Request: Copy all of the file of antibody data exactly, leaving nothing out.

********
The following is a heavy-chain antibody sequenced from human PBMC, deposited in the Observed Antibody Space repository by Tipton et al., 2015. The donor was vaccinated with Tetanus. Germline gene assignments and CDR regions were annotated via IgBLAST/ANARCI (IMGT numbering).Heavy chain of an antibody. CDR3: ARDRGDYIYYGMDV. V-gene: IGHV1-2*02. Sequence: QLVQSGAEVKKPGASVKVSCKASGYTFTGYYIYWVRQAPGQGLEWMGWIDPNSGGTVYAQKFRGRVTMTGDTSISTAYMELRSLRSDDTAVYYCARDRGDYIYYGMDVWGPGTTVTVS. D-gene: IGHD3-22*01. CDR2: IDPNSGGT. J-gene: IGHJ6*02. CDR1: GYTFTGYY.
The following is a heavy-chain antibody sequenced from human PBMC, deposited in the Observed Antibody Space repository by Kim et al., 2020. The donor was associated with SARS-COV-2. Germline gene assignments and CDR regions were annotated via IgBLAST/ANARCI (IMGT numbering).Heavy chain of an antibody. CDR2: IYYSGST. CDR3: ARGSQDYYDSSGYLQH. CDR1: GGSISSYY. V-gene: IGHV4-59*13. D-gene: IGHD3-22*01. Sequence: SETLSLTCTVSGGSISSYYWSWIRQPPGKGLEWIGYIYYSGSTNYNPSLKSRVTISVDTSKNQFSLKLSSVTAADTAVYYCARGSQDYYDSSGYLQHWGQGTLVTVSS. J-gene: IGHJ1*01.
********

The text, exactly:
The following is a heavy-chain antibody sequenced from human PBMC, deposited in the Observed Antibody Space repository by Tipton et al., 2015. The donor was vaccinated with Tetanus. Germline gene assignments and CDR regions were annotated via IgBLAST/ANARCI (IMGT numbering).Heavy chain of an antibody. CDR3: ARDRGDYIYYGMDV. V-gene: IGHV1-2*02. Sequence: QLVQSGAEVKKPGASVKVSCKASGYTFTGYYIYWVRQAPGQGLEWMGWIDPNSGGTVYAQKFRGRVTMTGDTSISTAYMELRSLRSDDTAVYYCARDRGDYIYYGMDVWGPGTTVTVS. D-gene: IGHD3-22*01. CDR2: IDPNSGGT. J-gene: IGHJ6*02. CDR1: GYTFTGYY.
The following is a heavy-chain antibody sequenced from human PBMC, deposited in the Observed Antibody Space repository by Kim et al., 2020. The donor was associated with SARS-COV-2. Germline gene assignments and CDR regions were annotated via IgBLAST/ANARCI (IMGT numbering).Heavy chain of an antibody. CDR2: IYYSGST. CDR3: ARGSQDYYDSSGYLQH. CDR1: GGSISSYY. V-gene: IGHV4-59*13. D-gene: IGHD3-22*01. Sequence: SETLSLTCTVSGGSISSYYWSWIRQPPGKGLEWIGYIYYSGSTNYNPSLKSRVTISVDTSKNQFSLKLSSVTAADTAVYYCARGSQDYYDSSGYLQHWGQGTLVTVSS. J-gene: IGHJ1*01.